Four Steps to Take After the Interview

After the interview, your next steps may be the most important ones yet — and they could be the difference between getting the job or improving your chances of landing another one down the road.

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Four Steps to Take After the Interview

Even after you've walked out the door, the interview isn't really over. Your next steps may be the most important ones yet — and they could be the difference between getting the job or improving your chances of landing another one down the road.


What comes after the interview can be broken down into four parts:

  1. Contacting references
  2. Sending a thank-you note
  3. Following up
  4. Preparing for the next interview
1. Contact Your References

If you provided a list of references, call each person. Give them information about the position so they can be ready to answer a reference call.

2. Send a Thank-You Letter

You can’t overestimate the value of sending a thank-you letter. You should always send a letter of appreciate for the interview either the same day or the next day at the latest. If you interviewed with more than one person, send a separate letter to each one.

Sending a thank-you letter shows interest, thoughtfulness and follow through. It places your name and qualifications in front of the hiring doctor(s) one more time — perhaps at a very crucial time — and may set you apart from other candidates who don’t bother to send a thank-you note.

The type of thank-you letter you send will depend on how you felt about the interview. If the interview went well, a quick thank-you note that expresses your appreciation for the interview and reaffirms your interest in the position may suffice. You might also emphasize something about your background or skills that you forgot to mention during the interview. Or maybe you stress again how you can be an asset to the practice and give additional relevant examples that demonstrate your capabilities.

However, if the interview went poorly, you may want to take further steps. For example, if you think you forgot to discuss something during the interview that’s important, a quick note explaining it can be appropriate. Perhaps the interview went poorly because of something personal going on in your life at the time, such as a recent death in the family. If that’s the case, then send a quick note explaining the situation.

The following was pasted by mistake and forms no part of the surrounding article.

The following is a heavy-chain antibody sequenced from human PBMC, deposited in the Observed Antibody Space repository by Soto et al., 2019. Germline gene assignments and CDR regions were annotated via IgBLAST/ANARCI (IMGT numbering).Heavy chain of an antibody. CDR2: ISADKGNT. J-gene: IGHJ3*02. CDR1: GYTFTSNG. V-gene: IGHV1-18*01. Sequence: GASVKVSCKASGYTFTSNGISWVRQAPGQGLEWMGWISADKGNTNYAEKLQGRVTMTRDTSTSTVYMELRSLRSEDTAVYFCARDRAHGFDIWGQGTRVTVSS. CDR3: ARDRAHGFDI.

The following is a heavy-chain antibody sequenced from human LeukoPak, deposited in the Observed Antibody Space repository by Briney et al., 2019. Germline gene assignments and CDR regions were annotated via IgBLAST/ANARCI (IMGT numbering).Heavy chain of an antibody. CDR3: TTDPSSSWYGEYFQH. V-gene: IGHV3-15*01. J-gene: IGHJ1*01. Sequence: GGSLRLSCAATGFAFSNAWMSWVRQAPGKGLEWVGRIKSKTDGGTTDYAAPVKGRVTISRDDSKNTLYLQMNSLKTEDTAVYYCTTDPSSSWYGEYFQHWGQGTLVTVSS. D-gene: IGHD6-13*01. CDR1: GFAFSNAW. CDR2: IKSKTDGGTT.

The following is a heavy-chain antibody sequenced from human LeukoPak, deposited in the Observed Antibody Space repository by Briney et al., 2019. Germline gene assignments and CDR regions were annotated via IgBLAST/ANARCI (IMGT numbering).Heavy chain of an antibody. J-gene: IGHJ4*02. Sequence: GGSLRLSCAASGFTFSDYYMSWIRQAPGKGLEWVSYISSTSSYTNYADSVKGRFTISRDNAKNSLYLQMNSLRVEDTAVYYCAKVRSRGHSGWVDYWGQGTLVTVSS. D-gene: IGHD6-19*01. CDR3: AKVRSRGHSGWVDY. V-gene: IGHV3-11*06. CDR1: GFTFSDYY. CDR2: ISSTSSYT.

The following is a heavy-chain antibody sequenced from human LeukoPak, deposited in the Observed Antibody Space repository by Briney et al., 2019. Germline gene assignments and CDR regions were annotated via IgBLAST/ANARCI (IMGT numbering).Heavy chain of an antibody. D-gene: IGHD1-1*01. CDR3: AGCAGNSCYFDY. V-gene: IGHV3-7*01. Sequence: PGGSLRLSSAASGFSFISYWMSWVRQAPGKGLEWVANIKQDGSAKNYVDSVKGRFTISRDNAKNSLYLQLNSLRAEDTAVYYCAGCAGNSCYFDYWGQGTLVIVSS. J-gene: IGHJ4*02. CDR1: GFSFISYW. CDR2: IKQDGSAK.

You may be tempted to send a quick email thank-you note. And while that’s better than nothing, it certainly doesn’t match the thoughtfulness of taking a few extra minutes to craft a personal handwritten note.  

3. Follow Up Later

You should expect to hear back from the practice in a reasonable length of time. If you don’t, it’s okay to call and politely ask about the status of the decision-making process. Again, following up shows your enthusiasm and interest in the position. Plus, it provides yet another chance to remind the doctor of your skills, qualifications and accomplishments.

4. Prepare for Your Next Interview

If you’re lucky enough to get the first job you interview for, you’re blessed. But if that doesn’t happen, here are some tips to help you use the interview as a learning experience for your next one.

  • Review your resume and update it for your next application and interview.
  • Make a list of what went well during the interview and areas where you can improve.
  • Write down any questions you didn’t anticipate so that you can be prepared to answer them next time if asked again.
  • Think about what you will do differently in the next interview.

Perhaps one of the most important things you can learn from every interview is why you weren’t selected for the position. Don’t be afraid to contact the hiring doctor and ask him how you can improve your interviewing skills or if there are any capabilities you need to improve that will increase your chances of getting a job the next time you interview for a position.

For tips on what to do during the interview, please read Get Ready for Your Interview, Part 1, Get Ready for Your Interview, Part 2 and Interview Like a Pro.


The information in the NCMIC Learning Center is offered solely for general information and educational purposes. It is not offered as, nor does it represent, legal or professional advice. Neither does this information constitute a guideline, practice parameter or standard of care. You should not act or rely upon this information without seeking the advice of an attorney familiar with the specific legal requirements of the state(s) in which you practice. If there is a discrepancy between the site and an insurance policy you have with NCMIC, the policy will prevail.